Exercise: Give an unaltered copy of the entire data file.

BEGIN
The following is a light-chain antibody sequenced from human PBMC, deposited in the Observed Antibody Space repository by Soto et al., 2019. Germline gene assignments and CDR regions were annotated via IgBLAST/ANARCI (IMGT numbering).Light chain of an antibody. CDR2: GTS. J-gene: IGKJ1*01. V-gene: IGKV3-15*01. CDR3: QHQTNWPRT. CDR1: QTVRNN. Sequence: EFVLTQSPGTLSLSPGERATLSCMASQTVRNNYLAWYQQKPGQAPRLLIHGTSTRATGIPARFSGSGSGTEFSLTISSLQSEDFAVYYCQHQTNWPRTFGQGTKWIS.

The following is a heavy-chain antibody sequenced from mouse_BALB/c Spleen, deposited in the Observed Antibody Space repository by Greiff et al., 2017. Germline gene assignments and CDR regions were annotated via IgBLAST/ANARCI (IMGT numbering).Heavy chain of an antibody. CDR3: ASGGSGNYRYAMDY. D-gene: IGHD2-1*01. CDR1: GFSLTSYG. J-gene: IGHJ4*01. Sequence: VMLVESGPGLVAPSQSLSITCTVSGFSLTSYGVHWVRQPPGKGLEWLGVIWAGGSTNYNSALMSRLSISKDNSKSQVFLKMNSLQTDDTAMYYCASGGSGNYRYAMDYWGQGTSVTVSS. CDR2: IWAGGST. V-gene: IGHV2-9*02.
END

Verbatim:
The following is a light-chain antibody sequenced from human PBMC, deposited in the Observed Antibody Space repository by Soto et al., 2019. Germline gene assignments and CDR regions were annotated via IgBLAST/ANARCI (IMGT numbering).Light chain of an antibody. CDR2: GTS. J-gene: IGKJ1*01. V-gene: IGKV3-15*01. CDR3: QHQTNWPRT. CDR1: QTVRNN. Sequence: EFVLTQSPGTLSLSPGERATLSCMASQTVRNNYLAWYQQKPGQAPRLLIHGTSTRATGIPARFSGSGSGTEFSLTISSLQSEDFAVYYCQHQTNWPRTFGQGTKWIS.

The following is a heavy-chain antibody sequenced from mouse_BALB/c Spleen, deposited in the Observed Antibody Space repository by Greiff et al., 2017. Germline gene assignments and CDR regions were annotated via IgBLAST/ANARCI (IMGT numbering).Heavy chain of an antibody. CDR3: ASGGSGNYRYAMDY. D-gene: IGHD2-1*01. CDR1: GFSLTSYG. J-gene: IGHJ4*01. Sequence: VMLVESGPGLVAPSQSLSITCTVSGFSLTSYGVHWVRQPPGKGLEWLGVIWAGGSTNYNSALMSRLSISKDNSKSQVFLKMNSLQTDDTAMYYCASGGSGNYRYAMDYWGQGTSVTVSS. CDR2: IWAGGST. V-gene: IGHV2-9*02.